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6 Professional Painters from the Animal Kingdom

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Note: This article was originally published in 2009. We're knee deep in server migration this week, so forgive us for reposting a few oldies/goodies.

Humans are not the only species to create art. You can argue all day about what is art and what isn't, but some animals are selling their creations, which puts them a notch closer to being true artists than most of us! Here are six different species of professional artists.

1. Koopa the Turtle

Koopa is a turtle belonging to artist Kira Ayn Varszegi. Kira taught Koopa many tricks over the years, such as standing on his hind legs and painting. Watch a video of Koopa in action. During a 5-year painting career, Koopa produced 827 paintings, which you have to admit is fast work for a turtle! He is retired now due to some health issues, although some of his paintings are still for sale. You can keep up with Koopa through his MySpace page or through Kira's blog.

2. Stewie the Tamandua

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Stewie the tamandua was what most of us would call an anteater. Stewie and his companion Pua (also a trained tamandua) appeared in one of the Dr. Dolittle sequels. In addition to acting, Stewie had a talent for painting. Watch Stewie learn to paint in this video. Unfortunately, Stewie died of an autoimmune problem in February of 2008. But he lives on in photos and artwork.

3. Cheeta the Chimpanzee

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It's no surprise that many apes, our nearest relatives, create art. Probably the most famous simian painter is Cheeta, the retired star of many Tarzan movies. Cheeta, now 76 years old, lives at the C.H.E.E.T.A. Primate Sanctuary in Palm Springs, California, and his main hobby now is painting. You can buy one of Cheeta's masterpieces for $125 plus shipping costs, which will help support the sanctuary.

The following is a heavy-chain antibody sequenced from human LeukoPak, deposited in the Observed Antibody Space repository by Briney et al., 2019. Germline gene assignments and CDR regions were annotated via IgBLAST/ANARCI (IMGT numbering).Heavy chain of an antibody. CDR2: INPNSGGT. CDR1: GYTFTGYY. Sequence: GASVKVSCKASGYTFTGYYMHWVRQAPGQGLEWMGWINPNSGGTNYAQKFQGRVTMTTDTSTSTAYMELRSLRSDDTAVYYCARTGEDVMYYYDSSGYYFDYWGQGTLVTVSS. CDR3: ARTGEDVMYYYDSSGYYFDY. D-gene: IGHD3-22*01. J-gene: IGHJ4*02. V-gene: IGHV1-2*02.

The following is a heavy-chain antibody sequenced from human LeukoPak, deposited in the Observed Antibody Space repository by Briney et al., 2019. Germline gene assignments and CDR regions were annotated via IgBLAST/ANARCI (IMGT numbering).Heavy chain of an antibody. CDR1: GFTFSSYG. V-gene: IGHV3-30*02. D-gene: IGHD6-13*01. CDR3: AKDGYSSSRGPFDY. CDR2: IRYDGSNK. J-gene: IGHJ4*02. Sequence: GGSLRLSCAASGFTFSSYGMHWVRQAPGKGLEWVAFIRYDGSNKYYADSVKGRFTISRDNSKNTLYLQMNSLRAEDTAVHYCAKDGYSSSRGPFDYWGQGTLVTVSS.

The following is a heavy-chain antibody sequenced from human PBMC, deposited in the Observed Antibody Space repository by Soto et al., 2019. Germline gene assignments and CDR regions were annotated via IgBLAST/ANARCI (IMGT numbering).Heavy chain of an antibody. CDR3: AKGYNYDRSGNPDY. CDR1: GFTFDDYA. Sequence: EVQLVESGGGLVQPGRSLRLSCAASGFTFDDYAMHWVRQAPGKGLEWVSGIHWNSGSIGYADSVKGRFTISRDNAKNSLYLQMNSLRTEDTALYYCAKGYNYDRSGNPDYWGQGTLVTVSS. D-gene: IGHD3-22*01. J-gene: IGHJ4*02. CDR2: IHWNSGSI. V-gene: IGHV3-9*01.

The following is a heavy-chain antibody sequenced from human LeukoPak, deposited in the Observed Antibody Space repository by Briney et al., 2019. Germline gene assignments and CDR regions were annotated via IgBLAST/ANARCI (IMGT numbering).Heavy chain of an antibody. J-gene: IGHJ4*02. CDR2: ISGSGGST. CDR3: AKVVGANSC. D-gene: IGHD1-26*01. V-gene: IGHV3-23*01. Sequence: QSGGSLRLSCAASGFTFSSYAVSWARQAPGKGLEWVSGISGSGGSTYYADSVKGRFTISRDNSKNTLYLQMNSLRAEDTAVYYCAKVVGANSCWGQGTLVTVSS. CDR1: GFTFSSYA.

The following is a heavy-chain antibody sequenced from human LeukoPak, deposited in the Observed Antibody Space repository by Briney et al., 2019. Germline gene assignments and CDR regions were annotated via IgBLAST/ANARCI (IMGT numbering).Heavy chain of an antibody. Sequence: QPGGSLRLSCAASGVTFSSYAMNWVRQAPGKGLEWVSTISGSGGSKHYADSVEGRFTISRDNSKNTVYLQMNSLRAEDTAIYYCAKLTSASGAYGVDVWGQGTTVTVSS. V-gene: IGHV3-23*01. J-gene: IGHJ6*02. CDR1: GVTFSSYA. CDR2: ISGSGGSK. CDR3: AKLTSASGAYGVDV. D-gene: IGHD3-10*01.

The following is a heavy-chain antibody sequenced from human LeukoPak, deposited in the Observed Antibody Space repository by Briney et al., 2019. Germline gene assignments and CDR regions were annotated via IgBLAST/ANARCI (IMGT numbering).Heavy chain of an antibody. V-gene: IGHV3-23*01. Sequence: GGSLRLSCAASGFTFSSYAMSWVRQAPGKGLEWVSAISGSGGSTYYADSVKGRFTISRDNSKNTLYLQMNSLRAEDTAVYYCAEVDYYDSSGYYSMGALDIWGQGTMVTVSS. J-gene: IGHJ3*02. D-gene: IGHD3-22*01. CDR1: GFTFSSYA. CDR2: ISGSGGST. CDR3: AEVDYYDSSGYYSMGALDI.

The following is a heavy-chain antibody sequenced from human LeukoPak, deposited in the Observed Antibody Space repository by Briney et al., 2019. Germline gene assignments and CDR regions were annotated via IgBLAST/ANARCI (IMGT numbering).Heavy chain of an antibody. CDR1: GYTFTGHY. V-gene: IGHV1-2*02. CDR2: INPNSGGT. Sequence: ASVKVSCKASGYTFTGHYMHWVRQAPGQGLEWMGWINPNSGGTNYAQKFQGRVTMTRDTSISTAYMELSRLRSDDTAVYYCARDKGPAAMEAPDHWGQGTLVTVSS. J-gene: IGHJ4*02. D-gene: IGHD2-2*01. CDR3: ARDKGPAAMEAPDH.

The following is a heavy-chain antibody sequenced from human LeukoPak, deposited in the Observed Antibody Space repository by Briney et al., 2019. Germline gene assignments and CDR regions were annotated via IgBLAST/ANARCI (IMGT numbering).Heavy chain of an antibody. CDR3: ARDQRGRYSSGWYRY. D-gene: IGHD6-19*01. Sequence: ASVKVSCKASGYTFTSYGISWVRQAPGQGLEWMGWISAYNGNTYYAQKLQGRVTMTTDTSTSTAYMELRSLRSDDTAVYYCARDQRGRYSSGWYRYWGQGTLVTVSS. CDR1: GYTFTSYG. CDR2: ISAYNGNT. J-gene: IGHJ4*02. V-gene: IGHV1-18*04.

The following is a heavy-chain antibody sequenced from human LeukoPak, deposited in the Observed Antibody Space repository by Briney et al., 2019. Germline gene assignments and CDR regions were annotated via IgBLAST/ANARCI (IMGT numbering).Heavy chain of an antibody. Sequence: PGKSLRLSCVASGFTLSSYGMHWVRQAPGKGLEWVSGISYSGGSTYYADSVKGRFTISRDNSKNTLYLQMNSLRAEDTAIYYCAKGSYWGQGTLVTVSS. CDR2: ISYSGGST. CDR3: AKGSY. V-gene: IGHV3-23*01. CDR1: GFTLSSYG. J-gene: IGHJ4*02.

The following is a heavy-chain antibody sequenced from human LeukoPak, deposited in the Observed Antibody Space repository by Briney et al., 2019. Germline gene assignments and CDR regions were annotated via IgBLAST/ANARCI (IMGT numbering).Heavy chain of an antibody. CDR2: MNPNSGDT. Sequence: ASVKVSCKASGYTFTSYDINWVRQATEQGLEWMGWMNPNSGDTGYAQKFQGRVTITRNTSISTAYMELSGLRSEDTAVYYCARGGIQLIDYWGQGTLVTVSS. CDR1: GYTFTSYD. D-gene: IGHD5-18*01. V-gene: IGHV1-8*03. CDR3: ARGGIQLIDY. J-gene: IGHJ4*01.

4. Smithfield the Pig

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Smithfield the Vietnamese potbellied pig always showed an aptitude for learning new things. A resident of Richmond, Virginia, he paints pictures by holding a brush in his mouth. In addition to painting, Smithfield makes personal appearances for groups and on TV, where he performs his repertoire of tricks like posing for pictures and playing musical instruments. He has survived two bouts of cancer, which left him with a hole on the top of his snout. You can buy Smithfield's paintings through his website.

5. Cholla the Horse

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Cholla is a mustang-quarter horse mix who displays an unusual talent for painting -for a horse, that is. Cholla was 19 years old before he took a brush in his mouth. He was distrustful of humans for many years until his owner Renee won him over and he began to follow here everywhere, even watching her as she painted the fence. When Renee gave him paintbrushes and a heavy-duty easel, his art career took off. The sales of Cholla's artwork benefits an entire list of charities.

6. Hong the Elephant

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Hong is one of many elephants involved with the Asian Elephant Art & Conservation Project. Rescued from an abusive owner, she lives at the Maetaman Elephant Camp in Thailand, where a total of nine elephants have learned to paint. Unlike other animal artists, the elephants produce representative paintings instead of abstract art!